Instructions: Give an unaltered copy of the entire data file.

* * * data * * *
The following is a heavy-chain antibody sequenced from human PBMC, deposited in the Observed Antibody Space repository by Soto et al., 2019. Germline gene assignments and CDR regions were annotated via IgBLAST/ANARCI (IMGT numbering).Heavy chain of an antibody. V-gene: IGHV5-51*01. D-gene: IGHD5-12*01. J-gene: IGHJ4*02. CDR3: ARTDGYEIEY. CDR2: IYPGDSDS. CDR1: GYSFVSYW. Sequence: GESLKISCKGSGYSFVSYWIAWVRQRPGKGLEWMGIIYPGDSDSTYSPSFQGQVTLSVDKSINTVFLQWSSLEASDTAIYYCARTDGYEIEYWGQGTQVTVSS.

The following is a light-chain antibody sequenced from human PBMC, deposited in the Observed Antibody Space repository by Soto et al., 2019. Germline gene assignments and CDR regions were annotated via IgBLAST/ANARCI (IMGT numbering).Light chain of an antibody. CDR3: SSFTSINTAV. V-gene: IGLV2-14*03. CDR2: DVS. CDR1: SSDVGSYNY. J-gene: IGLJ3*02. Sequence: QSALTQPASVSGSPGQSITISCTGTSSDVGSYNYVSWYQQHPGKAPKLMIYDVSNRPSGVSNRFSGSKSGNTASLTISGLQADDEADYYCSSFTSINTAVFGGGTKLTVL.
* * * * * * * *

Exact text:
The following is a heavy-chain antibody sequenced from human PBMC, deposited in the Observed Antibody Space repository by Soto et al., 2019. Germline gene assignments and CDR regions were annotated via IgBLAST/ANARCI (IMGT numbering).Heavy chain of an antibody. V-gene: IGHV5-51*01. D-gene: IGHD5-12*01. J-gene: IGHJ4*02. CDR3: ARTDGYEIEY. CDR2: IYPGDSDS. CDR1: GYSFVSYW. Sequence: GESLKISCKGSGYSFVSYWIAWVRQRPGKGLEWMGIIYPGDSDSTYSPSFQGQVTLSVDKSINTVFLQWSSLEASDTAIYYCARTDGYEIEYWGQGTQVTVSS.

The following is a light-chain antibody sequenced from human PBMC, deposited in the Observed Antibody Space repository by Soto et al., 2019. Germline gene assignments and CDR regions were annotated via IgBLAST/ANARCI (IMGT numbering).Light chain of an antibody. CDR3: SSFTSINTAV. V-gene: IGLV2-14*03. CDR2: DVS. CDR1: SSDVGSYNY. J-gene: IGLJ3*02. Sequence: QSALTQPASVSGSPGQSITISCTGTSSDVGSYNYVSWYQQHPGKAPKLMIYDVSNRPSGVSNRFSGSKSGNTASLTISGLQADDEADYYCSSFTSINTAVFGGGTKLTVL.